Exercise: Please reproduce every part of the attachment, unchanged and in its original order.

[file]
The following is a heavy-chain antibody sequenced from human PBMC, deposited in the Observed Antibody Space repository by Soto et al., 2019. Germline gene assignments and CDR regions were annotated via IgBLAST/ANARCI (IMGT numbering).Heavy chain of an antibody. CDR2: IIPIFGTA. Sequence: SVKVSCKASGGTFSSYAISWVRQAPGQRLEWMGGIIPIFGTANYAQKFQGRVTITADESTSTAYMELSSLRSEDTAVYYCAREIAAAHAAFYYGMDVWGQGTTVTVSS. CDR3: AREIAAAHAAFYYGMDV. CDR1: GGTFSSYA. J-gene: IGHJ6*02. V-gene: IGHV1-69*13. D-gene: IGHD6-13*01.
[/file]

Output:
The following is a heavy-chain antibody sequenced from human PBMC, deposited in the Observed Antibody Space repository by Soto et al., 2019. Germline gene assignments and CDR regions were annotated via IgBLAST/ANARCI (IMGT numbering).Heavy chain of an antibody. CDR2: IIPIFGTA. Sequence: SVKVSCKASGGTFSSYAISWVRQAPGQRLEWMGGIIPIFGTANYAQKFQGRVTITADESTSTAYMELSSLRSEDTAVYYCAREIAAAHAAFYYGMDVWGQGTTVTVSS. CDR3: AREIAAAHAAFYYGMDV. CDR1: GGTFSSYA. J-gene: IGHJ6*02. V-gene: IGHV1-69*13. D-gene: IGHD6-13*01.